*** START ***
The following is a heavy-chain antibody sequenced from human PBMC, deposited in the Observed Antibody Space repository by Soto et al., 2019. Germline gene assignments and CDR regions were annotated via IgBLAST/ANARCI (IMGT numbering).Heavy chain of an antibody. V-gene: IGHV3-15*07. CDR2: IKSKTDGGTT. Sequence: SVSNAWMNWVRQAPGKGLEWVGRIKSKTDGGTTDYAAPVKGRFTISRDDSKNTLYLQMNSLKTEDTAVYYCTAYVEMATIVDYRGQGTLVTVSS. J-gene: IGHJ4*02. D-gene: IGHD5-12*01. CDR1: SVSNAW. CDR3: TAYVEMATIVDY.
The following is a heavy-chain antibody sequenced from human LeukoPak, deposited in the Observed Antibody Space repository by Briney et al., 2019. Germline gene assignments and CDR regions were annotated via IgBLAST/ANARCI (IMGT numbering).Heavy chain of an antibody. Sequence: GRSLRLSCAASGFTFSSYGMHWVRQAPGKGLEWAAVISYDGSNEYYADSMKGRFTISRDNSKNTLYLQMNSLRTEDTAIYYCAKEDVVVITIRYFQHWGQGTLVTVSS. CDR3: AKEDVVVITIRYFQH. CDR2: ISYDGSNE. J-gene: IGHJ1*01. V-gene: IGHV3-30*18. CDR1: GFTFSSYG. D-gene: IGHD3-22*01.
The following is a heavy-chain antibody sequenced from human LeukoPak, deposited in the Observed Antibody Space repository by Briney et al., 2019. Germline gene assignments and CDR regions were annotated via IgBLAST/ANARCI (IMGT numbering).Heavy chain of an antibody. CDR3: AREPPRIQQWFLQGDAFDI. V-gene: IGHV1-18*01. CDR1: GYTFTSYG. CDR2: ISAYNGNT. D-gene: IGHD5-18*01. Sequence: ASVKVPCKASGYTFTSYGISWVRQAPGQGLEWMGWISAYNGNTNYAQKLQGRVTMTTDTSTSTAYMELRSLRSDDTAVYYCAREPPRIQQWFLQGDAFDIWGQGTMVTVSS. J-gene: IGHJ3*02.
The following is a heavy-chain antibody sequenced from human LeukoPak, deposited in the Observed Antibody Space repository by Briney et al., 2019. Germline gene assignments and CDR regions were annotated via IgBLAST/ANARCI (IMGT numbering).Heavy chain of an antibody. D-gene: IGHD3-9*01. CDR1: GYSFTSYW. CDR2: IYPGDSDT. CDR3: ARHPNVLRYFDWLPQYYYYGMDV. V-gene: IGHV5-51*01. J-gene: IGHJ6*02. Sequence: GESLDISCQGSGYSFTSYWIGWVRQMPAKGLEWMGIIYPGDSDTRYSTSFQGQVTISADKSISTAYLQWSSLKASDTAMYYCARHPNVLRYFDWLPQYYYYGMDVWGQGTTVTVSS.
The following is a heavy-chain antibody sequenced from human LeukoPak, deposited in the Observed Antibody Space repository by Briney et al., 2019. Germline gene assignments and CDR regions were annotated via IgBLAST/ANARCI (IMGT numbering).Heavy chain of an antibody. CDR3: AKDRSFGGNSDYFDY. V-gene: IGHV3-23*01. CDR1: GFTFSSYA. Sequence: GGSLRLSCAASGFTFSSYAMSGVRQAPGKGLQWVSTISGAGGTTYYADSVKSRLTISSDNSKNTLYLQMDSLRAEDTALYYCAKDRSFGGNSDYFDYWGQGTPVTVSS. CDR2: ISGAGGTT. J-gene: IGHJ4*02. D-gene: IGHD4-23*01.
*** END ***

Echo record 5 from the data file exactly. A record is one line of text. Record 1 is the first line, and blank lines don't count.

The following is a heavy-chain antibody sequenced from human LeukoPak, deposited in the Observed Antibody Space repository by Briney et al., 2019. Germline gene assignments and CDR regions were annotated via IgBLAST/ANARCI (IMGT numbering).Heavy chain of an antibody. CDR3: AKDRSFGGNSDYFDY. V-gene: IGHV3-23*01. CDR1: GFTFSSYA. Sequence: GGSLRLSCAASGFTFSSYAMSGVRQAPGKGLQWVSTISGAGGTTYYADSVKSRLTISSDNSKNTLYLQMDSLRAEDTALYYCAKDRSFGGNSDYFDYWGQGTPVTVSS. CDR2: ISGAGGTT. J-gene: IGHJ4*02. D-gene: IGHD4-23*01.